Demonic entities and possession
Although Satan is much more dangerous and effective when he is able to convince men that temptations are the result of natural, morally-neutral tendencies, the continuing phenomena of demonic possession and exorcism stand as witness to the power and reality of supernatural evil.
Conventional (i.e. modern naturalist) wisdom holds demonic possession to be a barbaric superstition of the past, and that individuals supposedly possessed by evil spirits had actually suffered from psychological disorders not fully understood at the time. While it stands to reason that there were indeed past cases of misdiagnosis, the notion of clerics uncritically presuming everyone exhibiting strange behavior to be possessed without reasoned analysis or evaluation is highly inaccurate. Techniques for investigating and countering demonic possession have been highly developed for centuries. For instance, in 1614, the codification of the Rite of Exorcism in the Rituale Romanum included steps to take for discerning whether a given person was truly the victim of demonic possession or simply suffering from "melancholia" an early term for mental illness.
Although presuming possession to be an outdated superstition makes perfect sense for an atheist or Mason who discounts the supernatural anyhow, it should raise serious concerns for Catholics. The first being the existence of scriptural accounts of Christ driving out demons from possessed individuals (as the "Gerasene Demoniac" in Mark, chapter 5) and His speaking of evil demons and the devil by name. Even if one is a fully-developed modernist who discounts the historical accuracy of the Evangelists, there remains to this day an ever-increasing number of exorcists and exorcisms officially sanctioned by the Catholic Church. Accounts of events surrounding possessions and exorcisms are given not only by priests and Catholics, but doctors, reporters, family members and other bystanders, most of which highly skeptical of (if not completely opposed to) any notion of a supernatural evil entity.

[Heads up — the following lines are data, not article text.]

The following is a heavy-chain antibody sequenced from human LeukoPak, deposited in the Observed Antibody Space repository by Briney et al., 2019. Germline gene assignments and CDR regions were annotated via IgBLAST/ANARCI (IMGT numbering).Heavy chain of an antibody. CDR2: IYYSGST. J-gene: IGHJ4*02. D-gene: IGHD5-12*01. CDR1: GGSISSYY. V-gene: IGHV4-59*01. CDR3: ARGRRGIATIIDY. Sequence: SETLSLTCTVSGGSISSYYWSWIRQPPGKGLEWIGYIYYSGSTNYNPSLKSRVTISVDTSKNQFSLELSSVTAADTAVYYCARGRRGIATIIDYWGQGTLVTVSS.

Based on a true story
Due to various documentation in diaries, journals and news accounts, several cases of possession have become well-known through the years. But easily the most renowned exorcism to date was that which served as the basis for William Peter Blatty's 1972 novel The Exorcist.
In 1949, a thirteen year-old boy (whose name has never been officially revealed) started a horrific journey in the town of Cottage City, Maryland. It was in that year the young boy's aunt, with whom he had been very close, passed away. Before her death, she instructed the boy to use an Ouija Board to contact her departed spirit. After his attempt to do so, strange things started to happen.
The family reported hearing unexplained noises and voices in the walls whenever the boy was in the house. But when he'd leave, the strange sounds would stop. The boy also became emotionally disturbed, his bed started moving on its own and objects were observed flying across the room, including a picture of Christ which was thrown from a wall. Seeking first the help of a physician, then a psychiatrist, the boy's parents were left disappointed. Neither professional was able to offer any assistance or explanation for the events occurring to the boy. The parents then turned to their Lutheran minister for spiritual guidance, but he also told them there was nothing he could do. Evidently recognizing the presence of something supernatural, he recommended the family locate a Catholic priest who would be more capable of combating spiritual evil. Ironically enough, the elimination of exorcisms was one of the steps Martin Luther took in his decimation of the priesthood under the guise of "returning to the simplicity of the early Church."